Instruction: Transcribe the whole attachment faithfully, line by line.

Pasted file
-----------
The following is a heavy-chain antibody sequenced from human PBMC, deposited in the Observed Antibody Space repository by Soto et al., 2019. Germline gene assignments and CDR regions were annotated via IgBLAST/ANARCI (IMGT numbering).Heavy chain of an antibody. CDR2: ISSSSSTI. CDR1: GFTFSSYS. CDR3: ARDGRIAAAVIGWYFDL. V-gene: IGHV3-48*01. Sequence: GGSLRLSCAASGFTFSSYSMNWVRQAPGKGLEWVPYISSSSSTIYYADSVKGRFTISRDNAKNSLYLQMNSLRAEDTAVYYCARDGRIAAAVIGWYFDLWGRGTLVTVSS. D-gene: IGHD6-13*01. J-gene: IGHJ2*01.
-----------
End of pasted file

The following is a heavy-chain antibody sequenced from human PBMC, deposited in the Observed Antibody Space repository by Soto et al., 2019. Germline gene assignments and CDR regions were annotated via IgBLAST/ANARCI (IMGT numbering).Heavy chain of an antibody. CDR2: ISSSSSTI. CDR1: GFTFSSYS. CDR3: ARDGRIAAAVIGWYFDL. V-gene: IGHV3-48*01. Sequence: GGSLRLSCAASGFTFSSYSMNWVRQAPGKGLEWVPYISSSSSTIYYADSVKGRFTISRDNAKNSLYLQMNSLRAEDTAVYYCARDGRIAAAVIGWYFDLWGRGTLVTVSS. D-gene: IGHD6-13*01. J-gene: IGHJ2*01.